The following is an excerpt from Dr. John’s book, BIBLICAL HEADSHIP: Making Sense Of Submission To Authority. Follow this link to obtain your copy of BIBLICAL HEADSHIP today.
The apostle Peter directs this whole passage of Scripture toward eldership:
Therefore, I exhort the elders among you, as your fellow elder and witness of the sufferings of Christ, and a partaker also of the glory that is to be revealed, shepherd the flock of God among you, exercising oversight not under compulsion, but voluntarily, according to the will of God; and not for sordid gain, but with eagerness; nor yet as lording it over those allotted to your charge, but proving to be examples to the flock. (1 Peter 5:1–3 NASB)
That is all encompassing. Elders lead, elders guide, and elders provide for and protect their congregations. Elders are involved in the process of bringing people to maturity in Christ and preparing them for works of ministry.
This authority was not delegated to deacons or Sunday school teachers or worship leaders. Although every responsible task in the church carries a measure of authority, governmental authority is meant to be established in the eldership. In some churches, government is vested in the pastor and the deacons, or in church boards and committees. You can find no Scriptural precedence for such governmental patterns. Usually, these groups are elected by some church-approved voting method. However, when a deacon board or a congregational board or a committee leads the church, the pastor can only function as a hireling—the hired feeder of the flock. He is much more of an employee on a payroll than a delegated authority.
A delegated position is not a hired position. It is an appointment. Even if an individual is paid a salary to sustain his or her living, the authority comes from God and should be received by God’s people in just that way.
“He who receives you receives Me, and he who receives Me receives Him who sent Me” (Matthew 10:40 NASB).
The attitude we display toward delegated authority reflects our attitude toward Christ. It is important to understand that God takes into account the response we have toward earthly authority. When we are recognizing and responding to authorities, it is as though we are looking directly in the face of God. We should do so with the deference we would show Him.
The fear of the Lord is not something to be taken lightly. For the most part, people are either motivated by the promise of reward or the fear of punishment. Children demonstrate this more openly than adults do, but the motivation is there nevertheless. It is utter foolishness not to have the fear of God in our hearts. Yet many people become insensitive, either because of their own self-will and stubbornness, or because they have unrenewed minds. Then, insubordinate attitudes manifest. It’s part and parcel of the old nature, Adam’s fall, and the sin that entered the race.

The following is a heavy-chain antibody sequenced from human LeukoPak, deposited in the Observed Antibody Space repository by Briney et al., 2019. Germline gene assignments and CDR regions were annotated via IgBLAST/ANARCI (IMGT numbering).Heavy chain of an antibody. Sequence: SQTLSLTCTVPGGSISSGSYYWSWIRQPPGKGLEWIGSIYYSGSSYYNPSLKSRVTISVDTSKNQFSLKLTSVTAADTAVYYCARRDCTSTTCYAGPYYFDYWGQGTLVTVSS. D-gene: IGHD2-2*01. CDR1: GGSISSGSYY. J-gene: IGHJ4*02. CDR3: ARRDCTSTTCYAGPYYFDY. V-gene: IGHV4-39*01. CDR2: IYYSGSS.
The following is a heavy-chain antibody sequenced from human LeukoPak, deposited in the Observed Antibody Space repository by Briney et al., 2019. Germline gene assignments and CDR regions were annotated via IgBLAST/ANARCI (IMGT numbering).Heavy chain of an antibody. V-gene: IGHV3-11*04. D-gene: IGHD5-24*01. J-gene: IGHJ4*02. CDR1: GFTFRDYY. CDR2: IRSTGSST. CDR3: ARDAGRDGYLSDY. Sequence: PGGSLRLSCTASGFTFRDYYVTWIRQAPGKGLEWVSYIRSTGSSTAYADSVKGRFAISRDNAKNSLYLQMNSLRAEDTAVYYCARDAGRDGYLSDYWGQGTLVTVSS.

Don’t expect the governmental order within the church to change. Jesus will not usurp His own order. People want that to happen, but it doesn’t. Throughout history, God has worked through delegated authority. Although people have given him very little to work with, He has kept His promise to build His church (see Matthew 16:18). In spite of the way the order of church rule has been rearranged, Jesus has continued the process. Now He has again raised up an apostolic order in His house. He is going to work through the people He has delegated as authorities in the church. God will not go around the eldership of a church to raise up people in ministry.
People often go out in ministry without any affirmation by a valid eldership. They do that because they believe they have a gift or that God spoke directly to them. Sometimes they go out because they’ve been given a prophecy, but they have not been raised up through headship. Their ministries are ill-advised, and in most cases they fail to be birthed into their destinies. They usually accomplish some good things for God. Certainly they never escape God’s love. But eventually, if they are to succeed at the highest level of their calling, God must draw them back under proper eldership. And they will come back, if they will yield and be willing to submit to headship at some point.
If you are seeking to be released into ministry, the wisest course of action is to advance through your headship. That way you can be sent, rather than going out on your own. The biblical directive is to humble yourself to those who have the rule—headship. In due time, God will exalt you.
But if you contend for a place of leadership, it just won’t open up the way you want it to.
What you just read is an excerpt from Dr. John’s book, BIBLICAL HEADSHIP: Making Sense Of Submission To Authority. Follow this link to obtain your copy of BIBLICAL HEADSHIP today.